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Income generation with debt funds

Most of us understand how equity funds work. But how do debt funds generate returns?

First, it is important to dispel a common misconception with debts funds — that they cannot erode in value, just like fixed deposits. While debt funds are not as risky as equity funds, a part of your initial investment can erode, nonetheless. This is because these funds invest in various fixed income instruments such as government bonds, corporate bonds and other money market and short-term debt instruments. The NAV on the debt fund can thus rise or fall along with the underlying bond prices.

And what impacts bond prices?

For one, interest rate movements in the economy can impact bond prices. If interest rates move up, bond prices fall and vice versa.

This is where the concept of ‘duration’ comes into play. As longer-duration bonds are more sensitive to interest rates, the fund manager of a debt fund will increase duration to cash in on the rally in bonds in a falling rate scenario.

Debt funds can also incur losses if they make wrong credit calls. Some debt funds capitalise on interest receipts. Thus they invest in bonds with lower credit ratings, betting on the credit risk to earn higher interest.

So, how can these funds suffer losses? If the company that has issued the bond defaults on its interest or principal repayment, then the debt fund’s portfolio, to that extent, is written off. This will impact the NAV of the debt fund.

Hence, debt funds can follow a strict ‘duration’ or ‘credit’ call or blend the two to come out with different strategies.

For conservative investors

For those looking for alternatives to bank savings and fixed deposits, liquid funds and ultra short-term debt funds fit the bill. While these funds are riskier than bank FDs, they carry the lowest risk amongst debt funds.

Liquid funds are the safest in the category, investing only in debt securities with a residual maturity of less than or equal to 91 days. With the maturity period this short, both interest rate risk and credit risk (default risk) are minimal. Liquid funds, on an average, have delivered 7-9 per cent returns annually over the last five years.

Compared to liquid funds, ultra short-term debt funds carry slightly higher risk, given that these funds invest in debt securities with residual maturity up to one year. The returns, though, can be higher. Over the past five years, returns from this category have averaged 7.5-9.5 per cent.

For investors looking at debt funds for a period of less than three years, their returns will be taxed at the income tax slab rates. Interest on savings accounts is exempt up to Rs. 10,000 under Section 80TTA of the Income Tax Act.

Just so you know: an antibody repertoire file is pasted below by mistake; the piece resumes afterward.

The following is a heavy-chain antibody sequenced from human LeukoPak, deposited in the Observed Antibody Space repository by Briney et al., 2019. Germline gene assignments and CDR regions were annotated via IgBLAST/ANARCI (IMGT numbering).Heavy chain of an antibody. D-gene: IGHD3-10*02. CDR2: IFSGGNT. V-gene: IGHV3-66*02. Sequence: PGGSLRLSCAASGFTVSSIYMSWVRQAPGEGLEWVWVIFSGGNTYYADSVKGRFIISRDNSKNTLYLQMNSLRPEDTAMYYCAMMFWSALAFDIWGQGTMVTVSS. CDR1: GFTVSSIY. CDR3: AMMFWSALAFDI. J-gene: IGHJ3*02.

But even assuming 7 per cent return on liquid funds, post-tax returns work out higher than the 4 per cent that most banks offer.

Also, for large sums of surplus, liquid or ultra-short term funds still offer better returns.

While bank FDs for less than a year may offer returns comparable to those from liquid or ultra-short debt funds, should you need the money before maturity, you will be charged a penalty. Liquid funds allow you to exit investments without such penalties.

For moderate risk-takers

For investors with a slightly higher risk appetite and longer time horizon of, say, 2-3 years, debt funds, which generate returns both from accruals and duration calls (only moderately), may be considered. Short-term income funds and Banking and PSU Debt Funds fall under this category.

Short-term income funds invest in debt securities that mature up to 3-4 years. Their portfolios usually have a small allocation to long-term gilts and higher allocation to AAA-rated, medium-tenure, corporate bonds. Banking and PSU Debt Funds offer stable returns and minimise risk by investing in good-quality debt instruments, mainly issued by banks and public sector undertakings.

For high-risk takers

Investors willing to bet aggressively on either credit or interest rate movements can consider credit opportunities funds, regular income funds, dynamic income funds and long-term gilt funds.

Credit opportunities funds invest a relatively higher portion in lower-rated bonds.

Hence they carry higher credit risk, while duration is maintained at 2-4 years, minimising rate risk. Regular income funds carry higher rate risk but lower credit risk. Dynamic bond funds essentially ride on rate movements and alter the duration of the fund portfolio depending on the expectation of rate movements.

Gilt funds carry negligible credit risk. But as they carry a relatively higher duration of 7-10 years, they are more prone to rate risk. They can generate returns of 16-18 per cent in favourable markets but can also hurt when rates surge.

Hybrid/balanced funds

Hybrid or Balanced funds allocate assets both to equity and debt. While the debt portion performs the task of protecting the downside, the equity portion boosts returns. Risks vary depending on the extent of allocation to debt or equity.

For aggressive investors

Equity-oriented balanced funds invest more than 65 per cent in equity and the rest in debt. The higher allocation to equity helps deliver superior returns while also offering the tax benefit available to the equity diversified category (no long-term capital gains tax on investments held over one year).

For conservative investors

Debt-oriented schemes allocate up to 40 per cent and Monthly Income Plans (MIP) 10-30 per cent of their corpus into equity, thus pegging the risk lower.

However, returns are also lower than thoseof equity-oriented balanced funds. Moreover, as they fall under debt funds, capital gains within three years is treated as short-term capital gains.

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